Latent Class Analysis: Insights about design and analysis of schistosomiasis diagnostic studies


Various global health initiatives are currently advocating the elimination of schistosomiasis within the next decade. Schistosomiasis is a highly debilitating tropical infectious disease with severe burden of morbidity and thus operational research accurately evaluating diagnostics that quantify the epidemic status for guiding effective strategies is essential. Latent class models (LCMs) have been generally considered in epidemiology and in particular in recent schistosomiasis diagnostic studies as a flexible tool for evaluating diagnostics because assessing the true infection status (via a gold standard) is not possible. However, within the biostatistics literature, classical LCM have already been criticised for real-life problems under violation of the conditional independence (CI) assumption and when applied to a small number of diagnostics (i.e. most often 3-5 diagnostic tests). Solutions of relaxing the CI assumption and accounting for zero-inflation, as well as collecting partial gold standard information, have been proposed, offering the potential for more robust model estimates. In the current article, we examined such approaches in the context of schistosomiasis via analysis of two real datasets and extensive simulation studies. Our main conclusions highlighted poor model fit in low prevalence settings and the necessity of collecting partial gold standard information in such settings in order to improve the accuracy and reduce bias of sensitivity and specificity estimates.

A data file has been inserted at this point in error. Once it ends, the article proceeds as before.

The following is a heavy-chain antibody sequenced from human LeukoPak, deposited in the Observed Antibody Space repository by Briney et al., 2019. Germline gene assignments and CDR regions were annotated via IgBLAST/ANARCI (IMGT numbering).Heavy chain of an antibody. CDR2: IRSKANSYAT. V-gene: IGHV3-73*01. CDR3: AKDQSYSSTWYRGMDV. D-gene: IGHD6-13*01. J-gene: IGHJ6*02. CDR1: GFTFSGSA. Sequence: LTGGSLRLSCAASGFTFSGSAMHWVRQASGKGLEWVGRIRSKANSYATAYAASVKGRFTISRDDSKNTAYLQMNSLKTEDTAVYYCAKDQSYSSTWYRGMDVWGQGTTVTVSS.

PLoS Neglected Tropical Diseases. 15(2):e0009042

Author Summary

Accurate schistosomiasis diagnosis is essential to assess the impact of large scale and repeated mass drug administration to control or even eliminate this disease. However, in schistosomiasis diagnostic studies, several inherent study design issues pose a real challenge for the currently available statistical tools used for diagnostic modelling and associated data analysis and conclusions. More specifically, those study design issues are:

  1. the inclusion of small number of diagnostic tests (i.e. most often five),
  2. non formal consensus about a schistosomiasis gold standard,
  3. the contemporary use of relatively small sample sizes in relevant studies due to lack of research funding,
  4. the differing levels of prevalence of the studied disease even within the same area of one endemic country and
  5. other real world factors such as: the lack of appropriate equipment, the variability of certain methods due to biological phenomena and training of technicians across the endemic countries because of scarce financial resources contributing to the existing lack of a schistosomiasis gold standard. The current study aims to caution practitioners from blindly applying statistical models with small number of diagnostic tests and sample sizes, proposing design guidelines of future schistosomiasis diagnostic accuracy studies with recommendations for further research. While our study is centred around the diagnosis of schistosomiasis, we feel that the recommendations can be adapted to other major tropical infectious diseases as well.